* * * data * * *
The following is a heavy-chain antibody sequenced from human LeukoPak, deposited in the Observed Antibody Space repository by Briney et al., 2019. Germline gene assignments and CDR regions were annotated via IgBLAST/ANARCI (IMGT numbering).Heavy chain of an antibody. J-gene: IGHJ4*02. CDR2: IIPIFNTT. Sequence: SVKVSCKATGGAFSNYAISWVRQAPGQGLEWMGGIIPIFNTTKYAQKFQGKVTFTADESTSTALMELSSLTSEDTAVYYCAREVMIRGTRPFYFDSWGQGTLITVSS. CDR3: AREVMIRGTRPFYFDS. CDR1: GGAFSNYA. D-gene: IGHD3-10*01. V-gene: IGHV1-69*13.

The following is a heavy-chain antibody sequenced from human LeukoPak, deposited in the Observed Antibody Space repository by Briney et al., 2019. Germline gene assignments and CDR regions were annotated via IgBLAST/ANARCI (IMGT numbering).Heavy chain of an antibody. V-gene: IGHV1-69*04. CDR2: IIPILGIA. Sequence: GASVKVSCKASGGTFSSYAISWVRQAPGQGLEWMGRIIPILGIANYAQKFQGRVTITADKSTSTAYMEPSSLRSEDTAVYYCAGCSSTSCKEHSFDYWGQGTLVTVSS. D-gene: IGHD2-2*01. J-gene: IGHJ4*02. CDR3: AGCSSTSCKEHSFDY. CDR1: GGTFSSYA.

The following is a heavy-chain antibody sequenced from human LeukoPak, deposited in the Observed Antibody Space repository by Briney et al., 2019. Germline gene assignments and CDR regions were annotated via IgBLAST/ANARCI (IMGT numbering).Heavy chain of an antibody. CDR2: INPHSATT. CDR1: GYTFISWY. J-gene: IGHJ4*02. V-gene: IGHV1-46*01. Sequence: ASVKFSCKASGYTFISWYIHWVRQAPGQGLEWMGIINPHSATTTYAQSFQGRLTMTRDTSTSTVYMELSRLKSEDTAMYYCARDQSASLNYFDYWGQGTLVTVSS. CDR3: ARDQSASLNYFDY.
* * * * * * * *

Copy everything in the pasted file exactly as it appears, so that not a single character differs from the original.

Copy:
The following is a heavy-chain antibody sequenced from human LeukoPak, deposited in the Observed Antibody Space repository by Briney et al., 2019. Germline gene assignments and CDR regions were annotated via IgBLAST/ANARCI (IMGT numbering).Heavy chain of an antibody. J-gene: IGHJ4*02. CDR2: IIPIFNTT. Sequence: SVKVSCKATGGAFSNYAISWVRQAPGQGLEWMGGIIPIFNTTKYAQKFQGKVTFTADESTSTALMELSSLTSEDTAVYYCAREVMIRGTRPFYFDSWGQGTLITVSS. CDR3: AREVMIRGTRPFYFDS. CDR1: GGAFSNYA. D-gene: IGHD3-10*01. V-gene: IGHV1-69*13.

The following is a heavy-chain antibody sequenced from human LeukoPak, deposited in the Observed Antibody Space repository by Briney et al., 2019. Germline gene assignments and CDR regions were annotated via IgBLAST/ANARCI (IMGT numbering).Heavy chain of an antibody. V-gene: IGHV1-69*04. CDR2: IIPILGIA. Sequence: GASVKVSCKASGGTFSSYAISWVRQAPGQGLEWMGRIIPILGIANYAQKFQGRVTITADKSTSTAYMEPSSLRSEDTAVYYCAGCSSTSCKEHSFDYWGQGTLVTVSS. D-gene: IGHD2-2*01. J-gene: IGHJ4*02. CDR3: AGCSSTSCKEHSFDY. CDR1: GGTFSSYA.

The following is a heavy-chain antibody sequenced from human LeukoPak, deposited in the Observed Antibody Space repository by Briney et al., 2019. Germline gene assignments and CDR regions were annotated via IgBLAST/ANARCI (IMGT numbering).Heavy chain of an antibody. CDR2: INPHSATT. CDR1: GYTFISWY. J-gene: IGHJ4*02. V-gene: IGHV1-46*01. Sequence: ASVKFSCKASGYTFISWYIHWVRQAPGQGLEWMGIINPHSATTTYAQSFQGRLTMTRDTSTSTVYMELSRLKSEDTAMYYCARDQSASLNYFDYWGQGTLVTVSS. CDR3: ARDQSASLNYFDY.